The Renaissance Moved Reading Project brings to life plays from the English Renaissance period on the New Fortune Theatre stage. Every play in the programme is read with the help of willing students, staff, friends and family.
Our Literature Editor, Vanessa Karas, asked the moved readings co-ordinator, Brid Philips, about the project.
How do moved readings benefit students learning Shakespeare as opposed to them just reading the plays on the page?
Exploring the characters, the emotions, the words, and the action through an embodied reading allows all participants to explore the text in an exciting and creative way. Entrances and exits become more significant and participants can see how the physical environment can affect relationships between characters. The significance of any stage directions also becomes more apparent.
Some of the benefits mentioned by students were that they understood character interactions, they got more of the humour, and they got to know other members of the unit better. One student said that it was a much more engaging way of reading, and that it allowed for a deeper understanding of the play and interactions between characters and space. This is something that can be missed when you’re just reading a play silently, you can miss or just skim over the movement of characters. A moved reading lets you see the physical relationships between characters.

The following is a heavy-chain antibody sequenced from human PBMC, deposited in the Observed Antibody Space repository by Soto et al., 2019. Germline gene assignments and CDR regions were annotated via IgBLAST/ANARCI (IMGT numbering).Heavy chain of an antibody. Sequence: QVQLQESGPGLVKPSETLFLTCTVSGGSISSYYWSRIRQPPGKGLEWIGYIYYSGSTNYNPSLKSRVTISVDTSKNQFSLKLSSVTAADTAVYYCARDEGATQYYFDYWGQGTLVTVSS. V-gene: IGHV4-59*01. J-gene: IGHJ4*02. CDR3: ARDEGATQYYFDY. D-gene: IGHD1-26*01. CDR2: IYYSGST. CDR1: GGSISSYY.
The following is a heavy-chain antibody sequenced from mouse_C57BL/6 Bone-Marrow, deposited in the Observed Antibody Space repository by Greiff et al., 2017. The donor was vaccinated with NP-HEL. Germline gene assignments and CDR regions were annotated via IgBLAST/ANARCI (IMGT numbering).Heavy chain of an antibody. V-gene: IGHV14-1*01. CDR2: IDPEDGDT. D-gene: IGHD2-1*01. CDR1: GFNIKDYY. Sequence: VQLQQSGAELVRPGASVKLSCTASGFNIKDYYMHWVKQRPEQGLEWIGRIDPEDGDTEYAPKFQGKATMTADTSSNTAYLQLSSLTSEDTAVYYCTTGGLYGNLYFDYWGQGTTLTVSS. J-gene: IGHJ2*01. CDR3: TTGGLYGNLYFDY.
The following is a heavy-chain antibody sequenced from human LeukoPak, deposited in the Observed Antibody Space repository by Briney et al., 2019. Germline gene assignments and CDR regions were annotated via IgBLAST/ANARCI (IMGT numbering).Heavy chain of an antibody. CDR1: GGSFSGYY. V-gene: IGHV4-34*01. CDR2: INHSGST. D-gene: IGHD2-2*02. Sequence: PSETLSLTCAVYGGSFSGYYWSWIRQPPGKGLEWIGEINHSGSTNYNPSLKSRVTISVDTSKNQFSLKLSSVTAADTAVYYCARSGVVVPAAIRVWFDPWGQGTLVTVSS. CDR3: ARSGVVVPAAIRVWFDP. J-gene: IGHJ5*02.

Why should students still care about Shakespeare?
This is a curve ball, as I believe it is an individual decision to decide what interests you. I think students should care about Shakespeare if they are attracted to learning about human relations. There is a lot to be learnt about human interactions both good and bad, humorous and dark in the text of a Shakespeare play. And let’s not forget that he is entertaining! He wrote to entertain and to do so in a manner that appealed to a wide range of audience members while being commercially viable. Today, we can still see a Shakespeare production that is exciting and entertaining, while it asks us to think about more than we realise.
What do you love about Shakespeare?